For Mr. Frazee, that happened on Halloween, and it was certainly a trick and no treat.

    Under his leadership Shelby County became a much safer place to live, with more planning, coordination among protective agencies and expansion of alert processes, systems and capabilities.

  • That was a double dose of good news last week for the so-called City Centre project that would bring a much-needed enhancement to downtown Shelbyville, a theater/conference center project to be built on the block surrounding the Shelby County Community Theatre.

    This is the inspired brainchild of educator Leon Mooneyhan, who has been working methodically with a small group of partners to pull together all the plans and funding needed for such a facility.

    And now he has received two early Christmas gifts.

  • We are concerned about projections we are hearing that most of you are planning to skip your appointment at your polling precinct on Tuesday.

    Statewide projections are that barely more than one in four registered voters will exercise that right and duty in choosing our next governor and other state leaders.

    We don’t really understand. We can’t grasp why any person 18 years and older would not register to vote and then do so at the appropriate times.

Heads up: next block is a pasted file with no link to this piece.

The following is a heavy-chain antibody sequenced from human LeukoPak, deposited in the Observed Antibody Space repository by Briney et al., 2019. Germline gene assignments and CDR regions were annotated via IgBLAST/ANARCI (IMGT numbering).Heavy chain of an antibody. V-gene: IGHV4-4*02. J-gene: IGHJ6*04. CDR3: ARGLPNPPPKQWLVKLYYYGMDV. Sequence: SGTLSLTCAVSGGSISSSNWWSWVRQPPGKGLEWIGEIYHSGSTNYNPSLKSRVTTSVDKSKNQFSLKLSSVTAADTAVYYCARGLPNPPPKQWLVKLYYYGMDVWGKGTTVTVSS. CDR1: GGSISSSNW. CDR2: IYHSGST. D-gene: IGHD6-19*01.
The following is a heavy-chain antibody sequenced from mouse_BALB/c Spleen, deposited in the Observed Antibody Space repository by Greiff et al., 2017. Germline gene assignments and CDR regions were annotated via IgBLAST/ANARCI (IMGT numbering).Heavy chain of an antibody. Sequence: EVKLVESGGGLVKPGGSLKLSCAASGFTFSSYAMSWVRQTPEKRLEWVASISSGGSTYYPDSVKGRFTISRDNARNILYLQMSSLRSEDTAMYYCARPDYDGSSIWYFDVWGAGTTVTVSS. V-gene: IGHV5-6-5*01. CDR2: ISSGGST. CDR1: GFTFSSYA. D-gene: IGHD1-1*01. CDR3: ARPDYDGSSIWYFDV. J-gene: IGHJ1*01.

• Here’s the first thing I recall from watching a World Series: In 1961, the Yankees were manhandling the Cincinnati Reds in five games, although I can’t recite details, not the heroes or the records or even the elation I must have felt when it was over.

    I just remember that my man Mickey Mantle didn’t play because he had an oozing sore on his hindquarters. They called it an abscess, which to a third-grader sounded like recess but otherwise meant nothing. I just knew that Mickey was hurting and that was a bummer, so to speak.

  • State Rep. Brad Montell (R-Shelbyville) last week took a new and hopeful stab at addressing a problem that we all recognize and rebuke: the hiring of illegal immigrants.

    His proposal – to require those most likely to hire undocumented workers to go through a specific process of ensuring the legal residency of those individuals – is not entirely original, but it at least keeps open the discussion of an idea that could help solve a problem that costs our country, state and county millions of tax dollars annually.

  • It makes sense that the horse industry would bring Shelby County serious recognition in the big-time international sports arena.

    On Sunday in Mexico, Hannah Sue Burnett, formerly of Finchville, staked a claim to a spot in the 2012 U.S. Olympics by winning a silver medal in eventing at the Pan American Games.

    Ms. Burnett, who was no worse than third aboard Harbour Pilot throughout the 3-day competition, also was the highest-ranking scorer on the gold-medal-winning U.S. team.

  • I absorbed the very little I know about trees from living beside them, beneath them and seeking their shade on a hot summer days, invading their fortress of darkness, where a boy could pretend he was hiding from the good guys or hunting the bad ones, and later enduring those cursed magnets that lured his errant golf balls to their deep, dark, deadly jungles.